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Understanding the phenomenon of employee training and development requires understanding of all the changes that take place as a result of learning. As the generator of new knowledge, employee training and development is placed within a broader strategic context of human resources management. The strategic procedure of employee training and development needs to encourage creativity, ensure inventiveness and shape the entire organizational knowledge that provides the organization with uniqueness and differentiates it from the others (VemiÄ‡, 2007). Employee training and development does not mean only to obtain new knowledge, abilities and skills, but also the possibility to promote a learning culture, introduce employees to changes, encourage the changes of their approach, introduce the employees to important business decisions and involve them actively in the process of decision making (SaÂ´nchez, Arago & Sanz-Valle, 2003).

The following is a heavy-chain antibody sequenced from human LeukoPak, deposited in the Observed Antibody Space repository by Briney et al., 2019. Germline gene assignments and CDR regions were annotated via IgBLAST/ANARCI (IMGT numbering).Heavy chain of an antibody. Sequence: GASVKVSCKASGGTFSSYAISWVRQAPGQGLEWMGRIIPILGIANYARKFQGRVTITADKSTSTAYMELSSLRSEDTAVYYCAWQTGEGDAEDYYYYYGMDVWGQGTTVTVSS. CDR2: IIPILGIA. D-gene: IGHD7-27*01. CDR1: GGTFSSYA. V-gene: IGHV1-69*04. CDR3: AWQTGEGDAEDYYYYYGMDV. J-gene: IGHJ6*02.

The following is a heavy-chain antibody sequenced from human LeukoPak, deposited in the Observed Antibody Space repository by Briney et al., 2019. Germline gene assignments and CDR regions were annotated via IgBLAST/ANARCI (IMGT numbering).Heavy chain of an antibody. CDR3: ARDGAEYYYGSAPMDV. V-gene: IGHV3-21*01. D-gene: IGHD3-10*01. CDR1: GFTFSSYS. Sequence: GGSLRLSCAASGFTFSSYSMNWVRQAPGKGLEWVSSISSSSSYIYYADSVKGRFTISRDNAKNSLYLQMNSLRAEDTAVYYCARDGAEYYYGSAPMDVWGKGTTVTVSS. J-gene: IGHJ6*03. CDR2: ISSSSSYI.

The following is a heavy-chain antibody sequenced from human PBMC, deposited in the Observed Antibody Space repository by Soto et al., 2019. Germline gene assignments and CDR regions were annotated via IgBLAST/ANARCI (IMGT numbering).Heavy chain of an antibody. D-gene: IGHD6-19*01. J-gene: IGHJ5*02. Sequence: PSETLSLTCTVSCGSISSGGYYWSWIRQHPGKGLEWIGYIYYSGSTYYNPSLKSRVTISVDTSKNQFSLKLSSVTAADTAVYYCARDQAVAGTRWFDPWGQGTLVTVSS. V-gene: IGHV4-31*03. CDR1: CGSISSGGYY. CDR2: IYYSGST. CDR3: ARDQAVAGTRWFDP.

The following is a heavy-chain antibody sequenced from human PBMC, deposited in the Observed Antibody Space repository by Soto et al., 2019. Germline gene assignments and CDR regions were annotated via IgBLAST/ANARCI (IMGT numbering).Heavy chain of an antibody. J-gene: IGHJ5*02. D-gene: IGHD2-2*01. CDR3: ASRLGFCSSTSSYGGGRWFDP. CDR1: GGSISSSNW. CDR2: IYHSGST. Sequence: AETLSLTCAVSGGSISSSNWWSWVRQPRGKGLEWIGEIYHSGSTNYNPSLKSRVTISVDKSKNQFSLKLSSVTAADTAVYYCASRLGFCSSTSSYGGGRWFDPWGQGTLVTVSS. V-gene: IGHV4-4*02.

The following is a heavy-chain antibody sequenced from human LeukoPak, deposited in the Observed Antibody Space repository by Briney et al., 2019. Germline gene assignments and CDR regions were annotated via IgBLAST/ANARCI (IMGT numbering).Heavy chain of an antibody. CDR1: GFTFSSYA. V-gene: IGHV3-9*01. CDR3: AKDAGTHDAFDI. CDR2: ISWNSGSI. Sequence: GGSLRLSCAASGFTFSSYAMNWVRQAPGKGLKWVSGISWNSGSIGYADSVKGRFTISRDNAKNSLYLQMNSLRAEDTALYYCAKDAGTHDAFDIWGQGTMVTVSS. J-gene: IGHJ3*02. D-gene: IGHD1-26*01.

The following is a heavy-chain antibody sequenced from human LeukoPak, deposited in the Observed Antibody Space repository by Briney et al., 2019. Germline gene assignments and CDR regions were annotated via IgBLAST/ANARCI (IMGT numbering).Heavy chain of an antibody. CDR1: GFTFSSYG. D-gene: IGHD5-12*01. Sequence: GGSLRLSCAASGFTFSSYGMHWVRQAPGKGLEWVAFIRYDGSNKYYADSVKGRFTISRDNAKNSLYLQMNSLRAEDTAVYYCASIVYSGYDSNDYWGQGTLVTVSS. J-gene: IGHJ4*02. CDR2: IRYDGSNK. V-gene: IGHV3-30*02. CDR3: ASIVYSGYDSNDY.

Usually, the point of training is to ensure that employees can successfully delivers of what is expected of their jobs. The business situation as of today has changed drastically, with severe strain on organizations to stay ahead of their competition through improvement & enhancement (Cauwenbergh & Cool, 2000). In the view of the above, in order to contribute to the company’s success, training activities should help the company achieve its business strategy by developing the necessary skills and the knowledge required to raise the standard of performance of the individual employee. The link between business strategy and individual performance occurs in part through organizational capacity to create and embed people process along a number of dimensions: vertical linkage (to create alignment with short term business needs); horizontal linkage (to create cohesion); and temporary linkage (to perform to meet future needs) (Gartton, Hailey, Stiles & Truss, 1999). So by linking training with the adopted business strategies can greatly help employees to develop necessary skills and knowledge needed to perform their jobs effectively, which directly affects the required business needs and giving them such opportunities to improve and develop their businesses for future obstacles. According to various research studies, in order to train the employees the management first must create a learning culture or a learning organization and then do the transfer of training which can be described as a systemic organization which has the capacity to change & adapt in difficult situations. Learning and development is usually conceived of as an individual phenomenon, and it is true that beneficiaries and practitioners can learn as individuals. If the process of organizational learning and development does not take place, organizations cannot alter/adapt to new circumstances as they develop. To avoid this state of affairs, the organizations need to explore ways to originate, motivate and encourage the learning and development not only to certain individuals but also on the part of the organization as a whole (VemiÄ‡, 2007).